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Downfall Then and Now

by Newsweek Pakistan

Aamir Qureshi—AFP

Pakistan’s history is rife with government ousters in the name of religious cleansing

It all started with Prime Minister Nawaz Sharif getting too chummy with Indian counterpart Narendra Modi and Indian tycoon Sajjan Jindal. The crunch came when a report published by Dawn exposed a confrontation between the government and military in October 2016. Under pressure, the ruling PMLN government ousted information minister Pervez Rashid and adviser Tariq Fatemi as an act of penance, but it was clearly not enough.

The next salvo came from an “insult” to Islam’s Prophet that prompted the exit of the federal law minister. Earlier, the leverage of the 2015 long march by the PTI’s Imran Khan and Allama Tahirul Qadri was used to humble the government in power and, indirectly, sap the institutions of the state of their normal function. Now, in 2017, religion is being used, this time the Barelvi power coming from the inherited shrines of feudal Punjab. The mainstream political parties, who should normally disapprove, have joined the Khan-Qadri campaign to wipe out the PMLN while the “free” media succumbs to the carnal pleasures of manipulation.

The use of religion takes one back to 1978 when General Zia-ul-Haq overthrew Prime Minister Zulfikar Ali Bhutto saying: “I have a mission, given by God, to bring Islamic order to Pakistan.” Pakistan was to reject the ungodly “Islamic socialism” of the 1973 Constitution while, on the ground, the Pakistan National Alliance (PNA) “movement” against Bhutto was spearheaded by Jamaat-e-Islami and Jamiat Ulema-e-Islam. The PNA was backed, furtively, by an entire capitalist class deprived of its assets by Bhutto’s nationalization. One of the deprived was the family of Nawaz Sharif, who supported the religious wave and nursed Barelvi preacher Tahirul Qadri to power on their estate.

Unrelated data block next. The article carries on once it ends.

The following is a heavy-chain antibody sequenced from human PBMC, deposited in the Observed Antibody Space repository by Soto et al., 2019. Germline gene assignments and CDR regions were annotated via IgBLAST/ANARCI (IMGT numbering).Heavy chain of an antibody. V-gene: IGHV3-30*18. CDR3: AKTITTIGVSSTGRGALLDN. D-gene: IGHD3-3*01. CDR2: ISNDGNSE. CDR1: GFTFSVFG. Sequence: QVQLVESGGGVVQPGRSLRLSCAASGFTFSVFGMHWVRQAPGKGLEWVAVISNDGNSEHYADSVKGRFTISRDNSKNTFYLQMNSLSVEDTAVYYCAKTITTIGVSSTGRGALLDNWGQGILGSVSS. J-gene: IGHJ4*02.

This time the damage will be deep and terminal because of the dysfunction of the state through dharna and the indirection of intervention. Islam was less menacing in 1978 when General Zia became its champion; it is more nihilistic today as its internal contradictions increase at the global level.

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